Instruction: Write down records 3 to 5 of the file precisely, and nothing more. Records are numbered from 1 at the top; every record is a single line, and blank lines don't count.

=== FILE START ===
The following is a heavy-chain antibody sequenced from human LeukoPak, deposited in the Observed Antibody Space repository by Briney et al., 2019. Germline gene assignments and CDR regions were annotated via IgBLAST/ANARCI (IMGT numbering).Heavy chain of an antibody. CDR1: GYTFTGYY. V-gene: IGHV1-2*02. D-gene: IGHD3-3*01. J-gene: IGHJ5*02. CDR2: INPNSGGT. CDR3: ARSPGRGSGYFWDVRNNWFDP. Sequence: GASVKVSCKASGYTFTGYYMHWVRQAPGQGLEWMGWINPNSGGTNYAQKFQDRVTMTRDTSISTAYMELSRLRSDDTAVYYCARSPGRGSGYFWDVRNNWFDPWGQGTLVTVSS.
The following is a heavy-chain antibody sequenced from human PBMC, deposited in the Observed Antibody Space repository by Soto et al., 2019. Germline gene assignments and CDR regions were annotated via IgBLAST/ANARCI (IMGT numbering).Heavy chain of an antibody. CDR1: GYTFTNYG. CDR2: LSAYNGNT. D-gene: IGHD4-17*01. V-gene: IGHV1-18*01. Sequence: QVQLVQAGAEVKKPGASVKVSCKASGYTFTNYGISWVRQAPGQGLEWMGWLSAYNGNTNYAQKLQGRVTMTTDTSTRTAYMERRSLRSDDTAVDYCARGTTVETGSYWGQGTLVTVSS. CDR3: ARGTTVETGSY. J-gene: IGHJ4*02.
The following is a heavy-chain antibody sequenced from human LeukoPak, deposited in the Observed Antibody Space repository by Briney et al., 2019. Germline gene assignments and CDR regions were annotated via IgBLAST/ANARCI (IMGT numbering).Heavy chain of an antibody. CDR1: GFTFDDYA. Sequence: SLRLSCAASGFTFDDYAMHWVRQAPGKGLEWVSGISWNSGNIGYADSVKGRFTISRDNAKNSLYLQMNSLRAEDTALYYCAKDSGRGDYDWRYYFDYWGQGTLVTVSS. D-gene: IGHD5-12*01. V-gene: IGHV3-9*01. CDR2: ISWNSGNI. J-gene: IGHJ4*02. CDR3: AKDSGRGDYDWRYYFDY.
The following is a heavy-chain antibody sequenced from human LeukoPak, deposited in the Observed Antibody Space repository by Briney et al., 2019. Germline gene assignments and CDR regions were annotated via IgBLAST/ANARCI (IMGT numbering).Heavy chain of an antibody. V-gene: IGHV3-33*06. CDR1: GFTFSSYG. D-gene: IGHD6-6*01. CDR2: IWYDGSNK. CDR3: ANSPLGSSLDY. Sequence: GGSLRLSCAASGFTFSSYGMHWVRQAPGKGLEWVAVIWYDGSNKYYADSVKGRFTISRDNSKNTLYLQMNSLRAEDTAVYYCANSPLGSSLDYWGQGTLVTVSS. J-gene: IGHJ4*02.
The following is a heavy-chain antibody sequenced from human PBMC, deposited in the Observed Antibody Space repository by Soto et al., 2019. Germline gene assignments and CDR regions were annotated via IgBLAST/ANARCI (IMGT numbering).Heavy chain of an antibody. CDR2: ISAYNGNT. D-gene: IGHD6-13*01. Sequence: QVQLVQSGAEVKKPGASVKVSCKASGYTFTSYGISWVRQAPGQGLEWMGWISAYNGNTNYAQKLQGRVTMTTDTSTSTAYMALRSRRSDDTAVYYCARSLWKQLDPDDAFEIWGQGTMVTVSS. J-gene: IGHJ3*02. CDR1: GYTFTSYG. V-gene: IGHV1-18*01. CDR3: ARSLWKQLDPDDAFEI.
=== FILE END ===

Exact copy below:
The following is a heavy-chain antibody sequenced from human LeukoPak, deposited in the Observed Antibody Space repository by Briney et al., 2019. Germline gene assignments and CDR regions were annotated via IgBLAST/ANARCI (IMGT numbering).Heavy chain of an antibody. CDR1: GFTFDDYA. Sequence: SLRLSCAASGFTFDDYAMHWVRQAPGKGLEWVSGISWNSGNIGYADSVKGRFTISRDNAKNSLYLQMNSLRAEDTALYYCAKDSGRGDYDWRYYFDYWGQGTLVTVSS. D-gene: IGHD5-12*01. V-gene: IGHV3-9*01. CDR2: ISWNSGNI. J-gene: IGHJ4*02. CDR3: AKDSGRGDYDWRYYFDY.
The following is a heavy-chain antibody sequenced from human LeukoPak, deposited in the Observed Antibody Space repository by Briney et al., 2019. Germline gene assignments and CDR regions were annotated via IgBLAST/ANARCI (IMGT numbering).Heavy chain of an antibody. V-gene: IGHV3-33*06. CDR1: GFTFSSYG. D-gene: IGHD6-6*01. CDR2: IWYDGSNK. CDR3: ANSPLGSSLDY. Sequence: GGSLRLSCAASGFTFSSYGMHWVRQAPGKGLEWVAVIWYDGSNKYYADSVKGRFTISRDNSKNTLYLQMNSLRAEDTAVYYCANSPLGSSLDYWGQGTLVTVSS. J-gene: IGHJ4*02.
The following is a heavy-chain antibody sequenced from human PBMC, deposited in the Observed Antibody Space repository by Soto et al., 2019. Germline gene assignments and CDR regions were annotated via IgBLAST/ANARCI (IMGT numbering).Heavy chain of an antibody. CDR2: ISAYNGNT. D-gene: IGHD6-13*01. Sequence: QVQLVQSGAEVKKPGASVKVSCKASGYTFTSYGISWVRQAPGQGLEWMGWISAYNGNTNYAQKLQGRVTMTTDTSTSTAYMALRSRRSDDTAVYYCARSLWKQLDPDDAFEIWGQGTMVTVSS. J-gene: IGHJ3*02. CDR1: GYTFTSYG. V-gene: IGHV1-18*01. CDR3: ARSLWKQLDPDDAFEI.